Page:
Our company has sponsored a 401(k) plan for a while and although it’s not new to us that certain situations - from beneficiary designations to annual nondiscrimination testing - might require us to provide information about spousal relationships, we are seeing that different types of relationships, and statuses, are becoming more commonplace.
Can you provide any insight as to when someone is or is not considered a spouse for purposes of the 401(k) plan?
That is a big question and one that can be challenging to answer…which is probably why you asked it. One of the reasons it is so challenging is that the concept of marriage carries many deeply held personal beliefs that extend to areas such as religion, culture, and geography – just to name a few. When it comes to applying the retirement plan rules, however, it is necessary to set aside those beliefs and focus on the regulatory definitions and requirements.
You mentioned a couple areas where identifying a participant’s spouse is necessary. Here is a quick rundown:
- Ownership Attribution: IRS rules require that an individual’s ownership interest in a company be attributed to certain family members, including spouses.
- Nondiscrimination Testing: One of the criteria used to identify highly compensated and key employees for testing is an individual’s ownership interest in the company. That includes ownership attributed from employee to spouse.
- Related Companies: When there is a sufficient level of overlapping ownership between two companies, they are considered related and must be combined for many plan purposes. You guessed it…that includes attributed ownership.
- Spousal Consent: Congress was concerned about protecting rights spouses might have with respect to retirement benefits. As a result, there are certain elections a plan participant might make that require written consent from his/her spouse. These can include elections such as beneficiary designations, form of distribution (lump sum vs. an annuity), and even the decision to take a participant loan.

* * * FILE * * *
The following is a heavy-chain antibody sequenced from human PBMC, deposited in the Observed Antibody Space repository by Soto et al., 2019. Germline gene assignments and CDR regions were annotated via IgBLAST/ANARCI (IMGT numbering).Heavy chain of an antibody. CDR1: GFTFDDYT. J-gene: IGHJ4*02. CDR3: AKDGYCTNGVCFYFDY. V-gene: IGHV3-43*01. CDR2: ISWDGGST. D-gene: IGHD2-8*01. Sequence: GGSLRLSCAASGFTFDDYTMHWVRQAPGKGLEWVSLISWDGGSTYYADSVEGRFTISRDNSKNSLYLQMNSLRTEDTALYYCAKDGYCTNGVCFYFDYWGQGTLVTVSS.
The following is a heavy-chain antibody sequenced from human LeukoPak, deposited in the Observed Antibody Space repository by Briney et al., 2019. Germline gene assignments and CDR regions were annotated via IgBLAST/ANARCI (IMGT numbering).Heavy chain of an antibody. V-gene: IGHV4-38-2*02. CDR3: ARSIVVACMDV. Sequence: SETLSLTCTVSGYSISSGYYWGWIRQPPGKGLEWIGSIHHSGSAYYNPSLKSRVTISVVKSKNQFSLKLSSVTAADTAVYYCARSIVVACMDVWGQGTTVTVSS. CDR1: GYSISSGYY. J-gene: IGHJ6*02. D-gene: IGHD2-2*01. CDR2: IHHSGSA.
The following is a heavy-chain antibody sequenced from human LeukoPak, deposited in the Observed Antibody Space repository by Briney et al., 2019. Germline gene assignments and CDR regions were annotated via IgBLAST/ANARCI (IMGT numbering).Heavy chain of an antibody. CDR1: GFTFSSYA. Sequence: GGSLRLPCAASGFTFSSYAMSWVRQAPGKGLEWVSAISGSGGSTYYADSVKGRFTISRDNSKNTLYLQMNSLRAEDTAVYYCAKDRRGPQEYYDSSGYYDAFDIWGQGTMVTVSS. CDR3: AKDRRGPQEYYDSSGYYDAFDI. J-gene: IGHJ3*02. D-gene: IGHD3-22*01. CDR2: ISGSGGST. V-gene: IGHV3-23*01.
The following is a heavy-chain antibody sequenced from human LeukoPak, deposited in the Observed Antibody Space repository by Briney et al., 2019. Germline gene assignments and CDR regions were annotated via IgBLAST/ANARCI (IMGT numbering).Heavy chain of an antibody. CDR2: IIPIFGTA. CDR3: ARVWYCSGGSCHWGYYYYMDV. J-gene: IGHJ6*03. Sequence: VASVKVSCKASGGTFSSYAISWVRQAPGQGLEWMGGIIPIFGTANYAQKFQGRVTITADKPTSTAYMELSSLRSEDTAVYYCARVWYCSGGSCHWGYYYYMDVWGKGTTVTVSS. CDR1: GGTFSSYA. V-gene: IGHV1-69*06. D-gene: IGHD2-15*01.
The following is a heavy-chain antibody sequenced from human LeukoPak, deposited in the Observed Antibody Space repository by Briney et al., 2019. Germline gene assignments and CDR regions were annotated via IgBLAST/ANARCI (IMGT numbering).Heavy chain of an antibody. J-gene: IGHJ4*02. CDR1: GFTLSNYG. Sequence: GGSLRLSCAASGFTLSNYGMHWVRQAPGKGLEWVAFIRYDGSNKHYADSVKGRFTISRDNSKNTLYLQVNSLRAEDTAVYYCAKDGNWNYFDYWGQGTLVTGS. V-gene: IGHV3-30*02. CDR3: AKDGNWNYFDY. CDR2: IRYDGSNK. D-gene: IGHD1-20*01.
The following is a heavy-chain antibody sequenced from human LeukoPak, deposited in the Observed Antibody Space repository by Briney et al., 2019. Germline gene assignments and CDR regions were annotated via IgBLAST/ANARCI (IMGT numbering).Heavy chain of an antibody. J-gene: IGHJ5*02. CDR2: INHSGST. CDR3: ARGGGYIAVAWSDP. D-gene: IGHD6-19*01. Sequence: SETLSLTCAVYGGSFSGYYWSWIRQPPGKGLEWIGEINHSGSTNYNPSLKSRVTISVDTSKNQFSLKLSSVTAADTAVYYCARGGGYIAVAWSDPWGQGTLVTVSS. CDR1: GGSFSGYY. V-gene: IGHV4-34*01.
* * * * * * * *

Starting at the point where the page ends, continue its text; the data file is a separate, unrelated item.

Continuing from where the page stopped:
- Domestic Relations Orders: Normally, retirement plan accounts cannot be assigned to another party or used as collateral. One exception is that a participant can assign retirement benefits to a former spouse in a divorce.
With that as context, let’s get back to the question at hand. How do we deal with different types of relationships?
This is actually one of the most straight-forward situations. The Supreme Court’s 2015 Obergfell decision, and subsequent guidance from various government agencies, made it clear that same-gender marriages are the law of the land and must be recognized. So, if a same-gender couple is married, they are spouses.
Divorce and Separation
The divorce part is also pretty easy. Once a couple is legally divorced, they are no longer spouses for retirement plan purposes. Separations can be a little trickier, however. If a couple is having difficulty and one is relegated to sleeping on the sofa, that is not an official separation that would break the spousal connection. However, if that same couple applies to the court to be recognized as legally separated, that does break the connection…mostly. Since spousal rights come into play in divorce proceedings, a separation in lieu or in advance of a divorce does not eliminate those rights. That means a separated spouse might still be required to consent to a distribution or change in beneficiary until such time as the actual divorce is finalized.
Engagement and Domestic Partnership
Going in the other direction, there are situations when a “pre-marital” relationship can make for a difficult determination. A couple is not considered spouses solely by virtue of them getting engaged. However, the facts and circumstances sometimes require looking a little further. The reason is that certain states have laws that treat certain domestic partner type situations as so-called common law marriages, depending on how long the domestic partners have been together. Since those determinations vary by state and can be based on subjective criteria, we can’t really provide a “bright line” test for this determination. If you are faced with a situation like this, we would recommend consulting an attorney for assistance.
Since weddings, divorces, separations, etc. don’t always happen on the first day of the year, how do we handle the spousal rules when there is a mid-year relationship change? That answer depends on the specific reason for the question. When it comes to identifying highly compensated employees (HCEs), anyone who meets the ownership requirements (including attributed ownership) at any time during the current or immediately preceding plan year is an HCE for that year. However, when it comes to beneficiary designations and other types of spousal consent, those rules do not kick in until the couple are first recognized as spouses.
Although many of these rules are relatively straight-forward, the times when they are not often involve more emotionally charged situations – either positive (excitement over an upcoming marriage) or negative (angst over a pending divorce). Those are exactly the times when emotions should be put aside to ensure any decisions involving the retirement plan are correct. When in doubt, give us a call.
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